To say that Springsteen's live shows with the E Street Band were legendary is the height of understatement. On a good night, the set might extend to three and four hours of exhilarating, pulse-pounding rock & roll. How best to capture that on CD? Or was it possible at all? As it turns out, Live 1975-1985 comes as close to the experience as possible. Culling material from various tours and settings ranging from small rooms to stadiums, the three-CD set emphatically displays Springsteen's charisma as a bandleader and storyteller and makes plain the sheer power of the E Street Band. Some of the many highlights here include covers of Edwin Starr's "War," Tom Waits's "Jersey Girl," and Woody Guthrie's "This Land Is Your Land" and rare versions of originals such as "Because the Night," "Fire," and "Seeds." And relax--all the hits are here as well. If you never saw Springsteen and the E Streeters back then, you might still get your chance. But this set chronicles a special time in the life of a special performer. --Daniel Durchholz
Similarly Requested CDs
Member CD Reviews
(williamj) from FOUNTAIN HLS, AZ
Reviewed on 3/28/2010...
Classic Bruce-all live versions of 40 songs. Glad to get this.
(mayday) from FREDERICKSBRG, VA
Reviewed on 3/23/2007...
This is only disc 3.
Live Anthology Par Excellence
Benedict J. Likens | Whiting, IN USA | 05/17/2010
(5 out of 5 stars)
"An awful lot has been written about Bruce Springsteen, both with and without the legendary E Street Band behind him. Well, as I sit listening to this boxed set today, 25 years after its initial release, I feel compelled to write just a few more. I've never tired of 'Live/1975-85' and seriously doubt if I ever will. The boxed set was meticulously prepared, as Springsteen always prepares anything with his name attached to it, and the result is a primer for any up-and-coming band that seeks to make its mark onstage, and really, what band doesn't? I got this set as a Christmas gift from my mom in December of 1985. I was a freshman in college and I remember spending the better part of my first extended collegiate break listening, listening, and then listening some more.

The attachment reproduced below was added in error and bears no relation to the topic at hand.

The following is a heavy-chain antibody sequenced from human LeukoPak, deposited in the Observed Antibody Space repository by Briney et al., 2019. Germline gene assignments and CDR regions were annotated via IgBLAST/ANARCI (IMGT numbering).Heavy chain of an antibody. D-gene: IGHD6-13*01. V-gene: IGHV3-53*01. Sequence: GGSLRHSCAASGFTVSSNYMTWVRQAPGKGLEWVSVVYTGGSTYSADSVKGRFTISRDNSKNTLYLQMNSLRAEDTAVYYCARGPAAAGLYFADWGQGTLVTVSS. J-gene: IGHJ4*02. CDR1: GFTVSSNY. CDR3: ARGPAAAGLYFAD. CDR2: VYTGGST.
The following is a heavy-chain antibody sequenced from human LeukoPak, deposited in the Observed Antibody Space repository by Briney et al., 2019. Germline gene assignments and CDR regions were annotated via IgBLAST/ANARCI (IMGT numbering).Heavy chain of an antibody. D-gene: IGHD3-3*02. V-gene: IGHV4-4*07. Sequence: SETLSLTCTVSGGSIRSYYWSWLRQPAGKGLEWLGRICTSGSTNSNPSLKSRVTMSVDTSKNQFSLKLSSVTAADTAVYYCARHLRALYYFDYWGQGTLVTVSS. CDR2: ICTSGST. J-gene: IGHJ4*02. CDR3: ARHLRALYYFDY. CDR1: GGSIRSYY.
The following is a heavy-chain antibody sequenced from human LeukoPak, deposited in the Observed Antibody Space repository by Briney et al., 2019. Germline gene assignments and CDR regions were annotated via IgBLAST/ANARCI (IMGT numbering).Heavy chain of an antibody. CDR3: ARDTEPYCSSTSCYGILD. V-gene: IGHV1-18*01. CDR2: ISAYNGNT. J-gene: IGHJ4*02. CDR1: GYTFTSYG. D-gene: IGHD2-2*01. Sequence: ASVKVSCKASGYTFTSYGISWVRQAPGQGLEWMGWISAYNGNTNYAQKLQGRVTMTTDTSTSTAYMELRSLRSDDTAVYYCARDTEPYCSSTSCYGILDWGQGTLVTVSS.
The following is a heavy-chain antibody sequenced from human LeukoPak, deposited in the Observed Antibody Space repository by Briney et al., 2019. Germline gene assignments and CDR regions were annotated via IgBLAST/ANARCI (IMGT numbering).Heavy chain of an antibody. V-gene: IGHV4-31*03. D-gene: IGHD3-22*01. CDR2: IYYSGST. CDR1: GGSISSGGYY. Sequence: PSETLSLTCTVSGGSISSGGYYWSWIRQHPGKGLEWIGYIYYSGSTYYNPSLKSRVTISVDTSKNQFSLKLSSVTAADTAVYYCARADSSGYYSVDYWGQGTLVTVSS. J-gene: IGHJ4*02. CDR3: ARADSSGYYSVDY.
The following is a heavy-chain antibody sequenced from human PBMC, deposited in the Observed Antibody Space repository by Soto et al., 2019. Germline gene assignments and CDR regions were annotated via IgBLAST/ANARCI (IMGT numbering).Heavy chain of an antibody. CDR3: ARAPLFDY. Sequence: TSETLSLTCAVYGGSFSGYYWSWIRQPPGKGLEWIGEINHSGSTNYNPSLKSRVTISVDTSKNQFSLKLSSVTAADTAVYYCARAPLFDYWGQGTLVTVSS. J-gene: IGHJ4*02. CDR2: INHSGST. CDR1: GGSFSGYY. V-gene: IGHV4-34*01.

At first, I was a little put off by the kinder, gentler "Thunder Road" that kicks off the set, but now, the more I listen to it, I become all the more interested and fascinated at how Springsteen can alter an arrangement to a tried and true classic (which it was becoming even then), and make it eminently listenable, and sometimes even better than its original version. I don't think that quite applies to this version of "Thunder Road," but it does have its own unique effect on the open-minded listener. As this portion of the boxed set develops, I personally feel like I've become a member of that Roxy audience of 1977. "4th of July, Asbury Park (Sandy)" (actually recorded a few years later than the rest of the songs around it) is so plaintive, sincere, and musically gorgeous that I always hate to hear it come to a close. Springsteen's rap with the audience during "Growing Up" doesn't feel like a self-serving sermon to a spellbound congregation, but rather like a conversation between two people. He's a natural communicator, and it's always cool to hear him display his skills, whether to an audience as relatively small as this one, or to a huge stadium audience as we'll see he does in the final portion of this set. Listen to the guitar duet between Springsteen and Steve Van Zandt on "It's Hard to Be a Saint in the City" to experience a moment of musical transcendence. Listen to "Backstreets" for pure musical drama that sucks the audience right into this incredibly powerful and sad story of broken romance gone beyond redemption. "Rosalita (Come Out Tonight)" is a pretty accurate definition of ecstasy, as is "Raise Your Hand," one of the few cover songs contained on the set.